Data deserts

5 min read

If we live in an information economy, why are so many affordable rental and public housing properties data deserts?

In policy-speak, a “food desert” is a low-income area, usually urban, where affordable healthy food is hard to obtain, especially for those without a car. Similarly, a data desert is a low-income neighborhood, community, or multifamily property where in-home high-capacity broadband with Internet access is unavailable, unreliable, or expensive.

Advocates have linked food deserts to problems of nutrition, obesity, and overall health. The resulting publicity has encouraged urban revitalization projects, often funded with new markets tax credits, anchored by organic or health-food grocery chains. Despite the name, no one is starving in urban food deserts, while in urban data deserts people are being starved of twenty-first century essentials. These include information, knowledge and learning, connectedness, access to social media and political voice, and economic opportunity.      Information access – real-time, user-defined, streaming and social – isn’t just a resident amenity or resident service; it’s the essence of modern urban society. The more citizens are fully and continuously connected, the better – and this starts at home. Home is where the next generation of workers grows up, where current lower-income workers live, and where retirees extend their healthspan (i.e. by staying lively, happy, mobile, and independent). If home fails, the young grow up unskilled and unmotivated; the elderly drift into isolation, depression. Both young and old become burdens on the present instead of resources for the future.

Gateway to Amazing Possibilities

Give people free broadband to access the Internet and their world instantly opens to amazing, life-affirming possibilities.[1] Conversely, when the urban poor – young, adult, or old – lack access, they are unable to be educated, search for and find jobs and bargains, connect to culturally or linguistically similar communities, and generate income and pursue economic opportunity.

So strong has been the desire for broadband and the value-additive services it has produced (e.g., Airbnb and Uber/Lyft) that in less than a decade omnipresent broadband has become the fifth utility – available everywhere for free, from Starbucks to train stations. But while private infrastructure grids can proliferate rapidly, they are financed and built only when the sponsor can recoup the large initial capital costs through user revenues. Hence these grids always end up serving the most affluent customers and neighborhoods and are feasible “down-pyramid” only when justified by marginal economics. Thus today’s data deserts are gaps in the information-infrastructure grid that are as damaging as homes off power, transportation, or sewer grids.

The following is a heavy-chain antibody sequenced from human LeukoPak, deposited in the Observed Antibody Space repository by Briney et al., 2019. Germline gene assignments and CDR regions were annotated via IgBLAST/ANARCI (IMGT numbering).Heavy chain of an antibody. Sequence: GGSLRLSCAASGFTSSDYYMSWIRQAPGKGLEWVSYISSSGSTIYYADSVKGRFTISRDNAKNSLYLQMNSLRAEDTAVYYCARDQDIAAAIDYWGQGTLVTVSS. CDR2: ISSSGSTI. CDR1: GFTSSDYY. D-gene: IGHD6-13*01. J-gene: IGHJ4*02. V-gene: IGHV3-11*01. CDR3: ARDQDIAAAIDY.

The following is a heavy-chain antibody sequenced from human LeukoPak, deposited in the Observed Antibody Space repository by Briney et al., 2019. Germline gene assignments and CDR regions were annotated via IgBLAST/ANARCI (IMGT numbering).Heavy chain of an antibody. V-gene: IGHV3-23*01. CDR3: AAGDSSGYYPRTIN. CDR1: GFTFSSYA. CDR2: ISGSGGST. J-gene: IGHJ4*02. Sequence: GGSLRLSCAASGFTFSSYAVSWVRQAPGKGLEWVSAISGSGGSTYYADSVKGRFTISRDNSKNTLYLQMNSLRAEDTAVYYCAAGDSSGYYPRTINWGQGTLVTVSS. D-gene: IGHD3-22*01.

The market dynamics of broadband installation work against affordable housing because:


  • Affordable housing residents, because they have low incomes, are less likely to own laptops or iPads or be willing to pay the monthly cost for what might seem (especially to the elderly) as a discretionary expenditure.
  • Most affordable or public housing properties are decades old and not wired for the Internet. Retrofitting can be hindered by thick, load-bearing walls unconducive to broadband.
  • Financially, lending, regulatory, or subsidy restrictions codified in contractually binding documents are now anachronistic barriers to the installation of (say) cell phone towers or high-capacity routers and networks.

Government, Corporate Support Needed

Given these obstacles (neither fatal nor immaterial) the expeditious installation of broadband in affordable and public housing properties will only occur if the government rebalances the marginal economics through incentives,[2] something that all levels of government do today to promote the production and preservation of affordable rental housing. Given all the amenities that QAPs incentivize in low-income housing tax credit projects, why isn’t free broadband among them and at the top of the list? Why don’t Apple, Google, and Microsoft provide grants to help residents of affordable or public housing buy inexpensive desktop systems and receive assistance from bright young people to set them up on Skype?

The Community Reinvestment Act was born in 1977 out of a (correct) belief that cities were becoming money deserts, with capital taken from the urban poor (in the form of deposits) but not provided to them (in the form of equity, loans, and financial inclusion). Where is our IIRA – Information Infrastructure Reinvestment Act – to require the tech giants to extend their information network grids into the places that need them most – the homes of poorer Americans? The time for correcting this inequity is today.

David A. Smith is Chairman of Recap Real Estate Advisors, a Boston-based real estate services firm that optimizes the value of clients’ financial assets in multifamily residential properties, particularly affordable housing. He also writes Recap’s free monthly essay State of the Market, available by emailing [email protected].


[1]  For example, elderly retirees in Chicago are tutoring Brazilian teenagers in English via Skype in a program established by CNA English School. Both parties benefit, in knowledge exchange, genuine friendships, and virtual extended families. See

[2]  Nineteen years ago, when Henry Cisneros and Nic Retsinas were at HUD, the Department sponsored the creation of Neighborhood Networks, computer centers in common areas of affordable housing properties. Nearly 1,500 were established before being rendered obsolete by the broadband and mobile Wi-Fi revolution.